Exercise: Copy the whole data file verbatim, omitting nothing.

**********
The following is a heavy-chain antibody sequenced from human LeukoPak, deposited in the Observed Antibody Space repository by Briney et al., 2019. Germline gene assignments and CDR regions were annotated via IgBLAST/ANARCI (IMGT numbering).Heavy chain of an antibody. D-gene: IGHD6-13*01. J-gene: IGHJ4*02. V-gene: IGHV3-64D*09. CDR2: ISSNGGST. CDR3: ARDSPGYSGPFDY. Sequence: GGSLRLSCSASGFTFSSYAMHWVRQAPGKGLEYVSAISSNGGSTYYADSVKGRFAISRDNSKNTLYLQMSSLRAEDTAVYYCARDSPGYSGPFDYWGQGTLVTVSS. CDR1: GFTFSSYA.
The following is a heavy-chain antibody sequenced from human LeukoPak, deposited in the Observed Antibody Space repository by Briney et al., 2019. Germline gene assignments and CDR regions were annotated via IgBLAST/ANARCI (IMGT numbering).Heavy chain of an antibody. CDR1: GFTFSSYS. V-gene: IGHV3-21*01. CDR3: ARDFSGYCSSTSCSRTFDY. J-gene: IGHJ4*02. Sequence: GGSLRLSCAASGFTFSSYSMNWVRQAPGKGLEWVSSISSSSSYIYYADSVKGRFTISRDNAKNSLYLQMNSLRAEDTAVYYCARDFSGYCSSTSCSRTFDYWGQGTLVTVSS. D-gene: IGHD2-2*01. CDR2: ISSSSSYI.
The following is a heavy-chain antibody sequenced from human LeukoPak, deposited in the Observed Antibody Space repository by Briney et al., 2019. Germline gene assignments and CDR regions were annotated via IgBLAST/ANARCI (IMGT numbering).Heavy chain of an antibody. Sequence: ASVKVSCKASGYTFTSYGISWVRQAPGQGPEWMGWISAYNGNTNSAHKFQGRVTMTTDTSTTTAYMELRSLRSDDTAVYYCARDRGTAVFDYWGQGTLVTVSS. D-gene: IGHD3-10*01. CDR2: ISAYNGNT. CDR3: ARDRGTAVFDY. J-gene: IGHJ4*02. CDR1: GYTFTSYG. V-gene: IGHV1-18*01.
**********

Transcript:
The following is a heavy-chain antibody sequenced from human LeukoPak, deposited in the Observed Antibody Space repository by Briney et al., 2019. Germline gene assignments and CDR regions were annotated via IgBLAST/ANARCI (IMGT numbering).Heavy chain of an antibody. D-gene: IGHD6-13*01. J-gene: IGHJ4*02. V-gene: IGHV3-64D*09. CDR2: ISSNGGST. CDR3: ARDSPGYSGPFDY. Sequence: GGSLRLSCSASGFTFSSYAMHWVRQAPGKGLEYVSAISSNGGSTYYADSVKGRFAISRDNSKNTLYLQMSSLRAEDTAVYYCARDSPGYSGPFDYWGQGTLVTVSS. CDR1: GFTFSSYA.
The following is a heavy-chain antibody sequenced from human LeukoPak, deposited in the Observed Antibody Space repository by Briney et al., 2019. Germline gene assignments and CDR regions were annotated via IgBLAST/ANARCI (IMGT numbering).Heavy chain of an antibody. CDR1: GFTFSSYS. V-gene: IGHV3-21*01. CDR3: ARDFSGYCSSTSCSRTFDY. J-gene: IGHJ4*02. Sequence: GGSLRLSCAASGFTFSSYSMNWVRQAPGKGLEWVSSISSSSSYIYYADSVKGRFTISRDNAKNSLYLQMNSLRAEDTAVYYCARDFSGYCSSTSCSRTFDYWGQGTLVTVSS. D-gene: IGHD2-2*01. CDR2: ISSSSSYI.
The following is a heavy-chain antibody sequenced from human LeukoPak, deposited in the Observed Antibody Space repository by Briney et al., 2019. Germline gene assignments and CDR regions were annotated via IgBLAST/ANARCI (IMGT numbering).Heavy chain of an antibody. Sequence: ASVKVSCKASGYTFTSYGISWVRQAPGQGPEWMGWISAYNGNTNSAHKFQGRVTMTTDTSTTTAYMELRSLRSDDTAVYYCARDRGTAVFDYWGQGTLVTVSS. D-gene: IGHD3-10*01. CDR2: ISAYNGNT. CDR3: ARDRGTAVFDY. J-gene: IGHJ4*02. CDR1: GYTFTSYG. V-gene: IGHV1-18*01.